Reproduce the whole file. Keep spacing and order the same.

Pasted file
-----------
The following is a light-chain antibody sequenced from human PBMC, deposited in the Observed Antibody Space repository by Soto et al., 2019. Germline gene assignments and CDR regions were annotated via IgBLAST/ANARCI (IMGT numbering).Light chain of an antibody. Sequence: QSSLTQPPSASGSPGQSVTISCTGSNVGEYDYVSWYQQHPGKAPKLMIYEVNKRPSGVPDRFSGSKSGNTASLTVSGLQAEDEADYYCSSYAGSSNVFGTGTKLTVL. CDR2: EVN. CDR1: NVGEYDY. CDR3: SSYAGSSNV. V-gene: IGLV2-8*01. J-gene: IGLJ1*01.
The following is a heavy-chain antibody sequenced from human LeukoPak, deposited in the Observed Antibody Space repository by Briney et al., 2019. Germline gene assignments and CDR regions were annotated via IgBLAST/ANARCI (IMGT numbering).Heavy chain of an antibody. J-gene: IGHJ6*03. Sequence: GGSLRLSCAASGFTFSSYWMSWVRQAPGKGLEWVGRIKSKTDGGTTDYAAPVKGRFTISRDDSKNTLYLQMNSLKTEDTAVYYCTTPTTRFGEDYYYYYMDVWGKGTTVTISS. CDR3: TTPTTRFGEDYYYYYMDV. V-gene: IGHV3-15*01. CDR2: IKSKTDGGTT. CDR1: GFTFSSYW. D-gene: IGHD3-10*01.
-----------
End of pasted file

The following is a light-chain antibody sequenced from human PBMC, deposited in the Observed Antibody Space repository by Soto et al., 2019. Germline gene assignments and CDR regions were annotated via IgBLAST/ANARCI (IMGT numbering).Light chain of an antibody. Sequence: QSSLTQPPSASGSPGQSVTISCTGSNVGEYDYVSWYQQHPGKAPKLMIYEVNKRPSGVPDRFSGSKSGNTASLTVSGLQAEDEADYYCSSYAGSSNVFGTGTKLTVL. CDR2: EVN. CDR1: NVGEYDY. CDR3: SSYAGSSNV. V-gene: IGLV2-8*01. J-gene: IGLJ1*01.
The following is a heavy-chain antibody sequenced from human LeukoPak, deposited in the Observed Antibody Space repository by Briney et al., 2019. Germline gene assignments and CDR regions were annotated via IgBLAST/ANARCI (IMGT numbering).Heavy chain of an antibody. J-gene: IGHJ6*03. Sequence: GGSLRLSCAASGFTFSSYWMSWVRQAPGKGLEWVGRIKSKTDGGTTDYAAPVKGRFTISRDDSKNTLYLQMNSLKTEDTAVYYCTTPTTRFGEDYYYYYMDVWGKGTTVTISS. CDR3: TTPTTRFGEDYYYYYMDV. V-gene: IGHV3-15*01. CDR2: IKSKTDGGTT. CDR1: GFTFSSYW. D-gene: IGHD3-10*01.